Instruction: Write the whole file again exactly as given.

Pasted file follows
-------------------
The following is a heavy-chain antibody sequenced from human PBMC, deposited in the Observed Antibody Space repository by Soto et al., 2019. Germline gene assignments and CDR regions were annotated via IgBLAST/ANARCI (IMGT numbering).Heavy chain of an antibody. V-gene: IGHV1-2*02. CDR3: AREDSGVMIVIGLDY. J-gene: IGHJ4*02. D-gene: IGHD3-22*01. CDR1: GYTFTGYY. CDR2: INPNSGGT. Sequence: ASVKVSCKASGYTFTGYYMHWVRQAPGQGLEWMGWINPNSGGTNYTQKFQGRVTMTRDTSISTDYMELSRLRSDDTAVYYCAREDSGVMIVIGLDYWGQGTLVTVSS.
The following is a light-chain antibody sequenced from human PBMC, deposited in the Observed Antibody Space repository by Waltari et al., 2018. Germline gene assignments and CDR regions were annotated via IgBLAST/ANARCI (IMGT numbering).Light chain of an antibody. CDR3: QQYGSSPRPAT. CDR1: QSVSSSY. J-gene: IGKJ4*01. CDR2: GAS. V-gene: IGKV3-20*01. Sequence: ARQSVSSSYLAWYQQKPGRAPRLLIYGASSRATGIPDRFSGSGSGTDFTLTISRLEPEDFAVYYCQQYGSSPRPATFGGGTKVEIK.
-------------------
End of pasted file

The following is a heavy-chain antibody sequenced from human PBMC, deposited in the Observed Antibody Space repository by Soto et al., 2019. Germline gene assignments and CDR regions were annotated via IgBLAST/ANARCI (IMGT numbering).Heavy chain of an antibody. V-gene: IGHV1-2*02. CDR3: AREDSGVMIVIGLDY. J-gene: IGHJ4*02. D-gene: IGHD3-22*01. CDR1: GYTFTGYY. CDR2: INPNSGGT. Sequence: ASVKVSCKASGYTFTGYYMHWVRQAPGQGLEWMGWINPNSGGTNYTQKFQGRVTMTRDTSISTDYMELSRLRSDDTAVYYCAREDSGVMIVIGLDYWGQGTLVTVSS.
The following is a light-chain antibody sequenced from human PBMC, deposited in the Observed Antibody Space repository by Waltari et al., 2018. Germline gene assignments and CDR regions were annotated via IgBLAST/ANARCI (IMGT numbering).Light chain of an antibody. CDR3: QQYGSSPRPAT. CDR1: QSVSSSY. J-gene: IGKJ4*01. CDR2: GAS. V-gene: IGKV3-20*01. Sequence: ARQSVSSSYLAWYQQKPGRAPRLLIYGASSRATGIPDRFSGSGSGTDFTLTISRLEPEDFAVYYCQQYGSSPRPATFGGGTKVEIK.